It was a really interesting book, though I did find the few short explanations as to why there was no governmental or otherwise intervention to be a bit lacking. From what I gather, the events of the book take place over only a few months, but one would imagine that with the number of deaths, as well as the interruption of basic utilities and heaps of trash and destroyed cars surrounding the high rise that there would have been more than a cursory glance at the building. Be that as it may, Ballard's writing was easily the strongest part of High Rise and any inconsistencies or shortcomings in the story can be forgiven in favour of that.
If you liked Lord of the Flies and want a slightly sci-fi take, with adults instead of children, this is a great book. Not that High Rise parallels LotF beat for beat, but they are similar.
This is the first novel of Ballard's that I've read, and it's definitely made me want to read more of his work. I'll be trolling the used book stores in my area, searching for these old gems. (less)
This is a tough one. In many ways, even having the basis of The Quantum Thief's universe already in mind, The Fractal Prince is both more and less con...moreThis is a tough one. In many ways, even having the basis of The Quantum Thief's universe already in mind, The Fractal Prince is both more and less confusing than it's predecessor.
I'm going to be honest: I have barely any idea what anyone's goals were in this book. Jean Le Flambeur wants his freedom. Mieli wants her lover back. The nebulous found Matjek Chen wants his innocence. Those are the simplest and clearest goals. The various factions, entities and personalities in this book seem to have little motivation other than the author's desire to tell a story.
It's unfortunate that I really like Rajaniemi's style, but his plots are so impenetrable. I like that he doesn't hold your hand, I like that the characters don't explain the basic concepts of their world to each other because these things are commonplace to them. I like that his story is complex and I like that his universe is rooted in real life physics and plausible speculative technology. What I don't like is that it's really difficult to keep the events of the book straight and to figure out who is who, what they are doing and why. Maybe this paints me as a dullard, though I don't feel that way. Rather, I feel like Rajaniemi's story is just really difficult for most people to easily follow. Maybe it's because he's a very intelligent man and refuses to write down to us average people. Or maybe it's just because everyone but Hannu Rajaniemi is going to have some difficulty reading a Hannu Rajaniemi novel.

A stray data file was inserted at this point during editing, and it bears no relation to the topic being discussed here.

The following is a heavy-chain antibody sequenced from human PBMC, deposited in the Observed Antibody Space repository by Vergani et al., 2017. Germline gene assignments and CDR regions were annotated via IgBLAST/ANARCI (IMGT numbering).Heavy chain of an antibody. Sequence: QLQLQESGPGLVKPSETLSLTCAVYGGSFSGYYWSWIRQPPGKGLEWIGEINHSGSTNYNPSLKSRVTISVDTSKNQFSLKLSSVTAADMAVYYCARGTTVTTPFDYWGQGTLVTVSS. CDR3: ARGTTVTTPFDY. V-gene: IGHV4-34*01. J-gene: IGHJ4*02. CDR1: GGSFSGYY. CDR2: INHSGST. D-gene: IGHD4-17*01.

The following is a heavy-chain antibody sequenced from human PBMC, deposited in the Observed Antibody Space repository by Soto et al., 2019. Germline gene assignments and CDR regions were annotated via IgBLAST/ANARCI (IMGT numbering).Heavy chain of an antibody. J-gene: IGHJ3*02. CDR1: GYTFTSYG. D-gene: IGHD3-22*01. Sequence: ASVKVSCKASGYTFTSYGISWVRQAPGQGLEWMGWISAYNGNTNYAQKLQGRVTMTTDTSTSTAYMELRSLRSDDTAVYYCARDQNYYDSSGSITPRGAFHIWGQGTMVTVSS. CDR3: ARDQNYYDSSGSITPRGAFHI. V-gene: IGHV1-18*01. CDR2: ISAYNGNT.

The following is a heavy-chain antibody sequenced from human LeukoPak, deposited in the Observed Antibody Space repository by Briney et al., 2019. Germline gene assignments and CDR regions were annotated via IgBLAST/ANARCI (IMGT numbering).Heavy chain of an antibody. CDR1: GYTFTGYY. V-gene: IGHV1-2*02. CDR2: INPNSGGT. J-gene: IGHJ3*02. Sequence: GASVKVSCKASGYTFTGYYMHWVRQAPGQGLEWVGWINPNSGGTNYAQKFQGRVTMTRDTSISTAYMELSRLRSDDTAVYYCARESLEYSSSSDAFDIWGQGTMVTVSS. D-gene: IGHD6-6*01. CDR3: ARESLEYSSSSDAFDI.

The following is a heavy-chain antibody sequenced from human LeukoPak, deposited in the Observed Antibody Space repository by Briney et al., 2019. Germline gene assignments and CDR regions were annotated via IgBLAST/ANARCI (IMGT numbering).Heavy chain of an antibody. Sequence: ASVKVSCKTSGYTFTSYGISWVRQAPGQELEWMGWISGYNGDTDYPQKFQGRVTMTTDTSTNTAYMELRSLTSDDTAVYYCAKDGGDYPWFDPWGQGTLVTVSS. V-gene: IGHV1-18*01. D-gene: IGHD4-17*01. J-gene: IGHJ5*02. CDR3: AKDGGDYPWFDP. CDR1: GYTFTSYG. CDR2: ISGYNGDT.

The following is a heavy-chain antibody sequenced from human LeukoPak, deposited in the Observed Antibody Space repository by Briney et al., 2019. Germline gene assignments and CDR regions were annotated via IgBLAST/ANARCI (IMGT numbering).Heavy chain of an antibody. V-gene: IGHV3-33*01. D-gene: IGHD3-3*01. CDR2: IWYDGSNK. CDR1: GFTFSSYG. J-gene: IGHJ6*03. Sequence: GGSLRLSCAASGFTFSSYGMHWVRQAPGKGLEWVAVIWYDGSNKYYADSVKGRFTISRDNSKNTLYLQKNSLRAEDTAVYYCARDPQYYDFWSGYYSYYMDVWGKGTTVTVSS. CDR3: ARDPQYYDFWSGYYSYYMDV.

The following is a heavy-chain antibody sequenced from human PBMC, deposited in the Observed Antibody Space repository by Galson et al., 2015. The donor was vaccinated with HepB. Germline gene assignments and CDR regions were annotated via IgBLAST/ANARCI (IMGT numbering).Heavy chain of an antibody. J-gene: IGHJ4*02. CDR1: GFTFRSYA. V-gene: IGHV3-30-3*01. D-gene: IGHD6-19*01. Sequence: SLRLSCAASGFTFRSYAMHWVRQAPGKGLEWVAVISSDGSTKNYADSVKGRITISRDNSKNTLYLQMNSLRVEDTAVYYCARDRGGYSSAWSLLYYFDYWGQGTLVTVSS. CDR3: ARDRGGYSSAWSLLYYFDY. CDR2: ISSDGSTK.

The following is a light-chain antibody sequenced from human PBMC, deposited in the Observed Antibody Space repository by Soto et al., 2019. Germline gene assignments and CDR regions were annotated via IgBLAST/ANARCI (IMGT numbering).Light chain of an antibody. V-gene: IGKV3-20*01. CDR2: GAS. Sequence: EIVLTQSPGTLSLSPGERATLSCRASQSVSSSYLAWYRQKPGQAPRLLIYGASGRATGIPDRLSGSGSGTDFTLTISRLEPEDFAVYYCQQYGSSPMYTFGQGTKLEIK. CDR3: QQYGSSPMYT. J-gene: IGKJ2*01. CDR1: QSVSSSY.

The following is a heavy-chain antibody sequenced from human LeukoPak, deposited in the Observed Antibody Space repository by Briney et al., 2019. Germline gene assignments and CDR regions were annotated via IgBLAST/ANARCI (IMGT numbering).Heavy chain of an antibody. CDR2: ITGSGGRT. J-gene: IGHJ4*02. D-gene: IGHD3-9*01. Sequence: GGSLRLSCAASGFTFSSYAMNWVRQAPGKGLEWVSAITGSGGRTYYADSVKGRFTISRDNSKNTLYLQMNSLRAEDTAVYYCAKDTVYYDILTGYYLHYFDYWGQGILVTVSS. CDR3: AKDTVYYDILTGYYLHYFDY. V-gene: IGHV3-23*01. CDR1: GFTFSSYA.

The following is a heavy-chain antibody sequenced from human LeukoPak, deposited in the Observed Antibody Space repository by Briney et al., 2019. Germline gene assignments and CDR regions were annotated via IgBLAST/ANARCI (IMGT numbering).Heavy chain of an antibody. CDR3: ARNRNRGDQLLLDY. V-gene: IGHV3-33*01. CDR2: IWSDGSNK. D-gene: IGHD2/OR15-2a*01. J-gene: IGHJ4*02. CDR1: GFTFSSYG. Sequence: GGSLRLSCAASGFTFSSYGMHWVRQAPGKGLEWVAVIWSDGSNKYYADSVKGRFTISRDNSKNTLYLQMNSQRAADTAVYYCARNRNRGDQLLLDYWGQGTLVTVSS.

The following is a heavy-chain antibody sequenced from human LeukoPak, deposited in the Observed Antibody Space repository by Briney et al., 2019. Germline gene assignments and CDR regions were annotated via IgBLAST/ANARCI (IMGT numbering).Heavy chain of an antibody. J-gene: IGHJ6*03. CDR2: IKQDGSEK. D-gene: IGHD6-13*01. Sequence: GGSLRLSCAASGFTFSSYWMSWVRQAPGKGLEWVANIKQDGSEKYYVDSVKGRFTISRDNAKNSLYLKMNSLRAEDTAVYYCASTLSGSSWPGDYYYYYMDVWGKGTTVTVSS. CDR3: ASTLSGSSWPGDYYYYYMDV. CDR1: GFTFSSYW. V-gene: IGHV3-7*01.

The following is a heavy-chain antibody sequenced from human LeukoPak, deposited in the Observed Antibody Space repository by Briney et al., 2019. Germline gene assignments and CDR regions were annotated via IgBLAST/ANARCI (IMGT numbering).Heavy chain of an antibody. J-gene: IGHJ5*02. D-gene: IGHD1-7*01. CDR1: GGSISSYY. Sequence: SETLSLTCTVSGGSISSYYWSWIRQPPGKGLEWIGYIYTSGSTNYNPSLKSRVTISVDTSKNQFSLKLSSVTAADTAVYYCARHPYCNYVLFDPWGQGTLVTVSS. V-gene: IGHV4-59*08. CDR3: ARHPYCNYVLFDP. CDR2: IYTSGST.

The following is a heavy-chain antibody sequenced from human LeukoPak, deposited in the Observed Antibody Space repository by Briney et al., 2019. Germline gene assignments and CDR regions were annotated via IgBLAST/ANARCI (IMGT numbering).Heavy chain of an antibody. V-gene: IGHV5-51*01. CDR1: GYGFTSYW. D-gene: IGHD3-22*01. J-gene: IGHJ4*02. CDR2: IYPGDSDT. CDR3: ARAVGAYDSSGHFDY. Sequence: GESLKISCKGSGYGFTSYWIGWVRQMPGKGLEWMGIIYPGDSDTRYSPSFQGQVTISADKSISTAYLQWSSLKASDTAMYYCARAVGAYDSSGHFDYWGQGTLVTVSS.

I think part of the difficulty resides in the highly speculative and esoteric nature of his concepts. I get what a gogol is, but I don't necessarily get how they are used, how they can seem to communicate with others and why the can seemingly be "mined" from the desert. I don't know what a q-dot is, but I know it's got something to do with quantum physics and basically does magic. In fact, pretty much everything in this book is magic. I wouldn't even hesitate to say that both of his novels can reside just as easily at the fantasy end of the spectrum or the hard sci-fi end. A few minor word changes here and there and characters are performing magical spells instead of using advanced technology.
Ultimately, a muddled plot and liberal use of both made up and real jargon make The Fractal Prince a challenging read. The book is saved because Rajaniemi writes well and even when I'm puzzling over a paragraph I can still enjoy the way it's constructed. Were the plot just a little less byzantine and the characters motivations just a little more clear and realized, this would probably be at least a 4 star book, maybe even five. As it stands, I can't give it more than three stars.
Oh, one final note: the ending was extremely anti-climactic and, actually, kind of a huge let down. It didn't feel like an ending, more like a chapter break.(less)
Far from Morrison's best, and a disappintment. Not much to redeem this one, as it felt more like Morrison just wanking off to himself and some attempt...moreFar from Morrison's best, and a disappintment. Not much to redeem this one, as it felt more like Morrison just wanking off to himself and some attempts at creative cursing that amount to little more repeated use of "fuck" and "cunt".
The trite "bad thing" in the story involves kiddie porn, which I suppose is meant to make the main character, Nick Sax, likeable in comparison. Instead pretty much every character in the book is hate-filled, angry and depraved.
For some truly good comic writing by Morrison, check out The Invisibles or one of my favourite mind-fucks, The Filth. (less)